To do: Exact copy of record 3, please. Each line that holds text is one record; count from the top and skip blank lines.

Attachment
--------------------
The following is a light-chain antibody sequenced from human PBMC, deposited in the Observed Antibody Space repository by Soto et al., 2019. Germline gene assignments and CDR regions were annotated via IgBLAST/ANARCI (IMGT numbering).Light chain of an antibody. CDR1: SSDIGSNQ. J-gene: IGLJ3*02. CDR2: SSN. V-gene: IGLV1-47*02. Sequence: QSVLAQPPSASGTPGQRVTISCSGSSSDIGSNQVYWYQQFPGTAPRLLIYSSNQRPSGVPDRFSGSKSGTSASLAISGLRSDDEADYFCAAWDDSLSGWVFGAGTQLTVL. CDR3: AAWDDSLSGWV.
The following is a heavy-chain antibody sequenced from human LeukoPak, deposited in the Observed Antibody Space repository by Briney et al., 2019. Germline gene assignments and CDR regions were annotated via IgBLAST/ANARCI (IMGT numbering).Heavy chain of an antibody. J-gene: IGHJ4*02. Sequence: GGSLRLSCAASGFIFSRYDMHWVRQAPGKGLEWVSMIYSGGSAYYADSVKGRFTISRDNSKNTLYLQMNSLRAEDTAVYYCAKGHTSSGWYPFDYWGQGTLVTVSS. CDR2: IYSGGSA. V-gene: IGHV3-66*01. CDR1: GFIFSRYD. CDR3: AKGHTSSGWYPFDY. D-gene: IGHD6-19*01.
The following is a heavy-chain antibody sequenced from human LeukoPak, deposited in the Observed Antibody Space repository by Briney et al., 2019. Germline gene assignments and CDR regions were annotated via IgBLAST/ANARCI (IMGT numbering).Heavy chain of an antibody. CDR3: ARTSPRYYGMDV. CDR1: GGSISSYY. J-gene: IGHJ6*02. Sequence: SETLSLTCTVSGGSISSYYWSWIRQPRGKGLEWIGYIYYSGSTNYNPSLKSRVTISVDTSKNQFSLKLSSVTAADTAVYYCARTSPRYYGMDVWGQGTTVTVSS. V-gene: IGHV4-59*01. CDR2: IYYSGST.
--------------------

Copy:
The following is a heavy-chain antibody sequenced from human LeukoPak, deposited in the Observed Antibody Space repository by Briney et al., 2019. Germline gene assignments and CDR regions were annotated via IgBLAST/ANARCI (IMGT numbering).Heavy chain of an antibody. CDR3: ARTSPRYYGMDV. CDR1: GGSISSYY. J-gene: IGHJ6*02. Sequence: SETLSLTCTVSGGSISSYYWSWIRQPRGKGLEWIGYIYYSGSTNYNPSLKSRVTISVDTSKNQFSLKLSSVTAADTAVYYCARTSPRYYGMDVWGQGTTVTVSS. V-gene: IGHV4-59*01. CDR2: IYYSGST.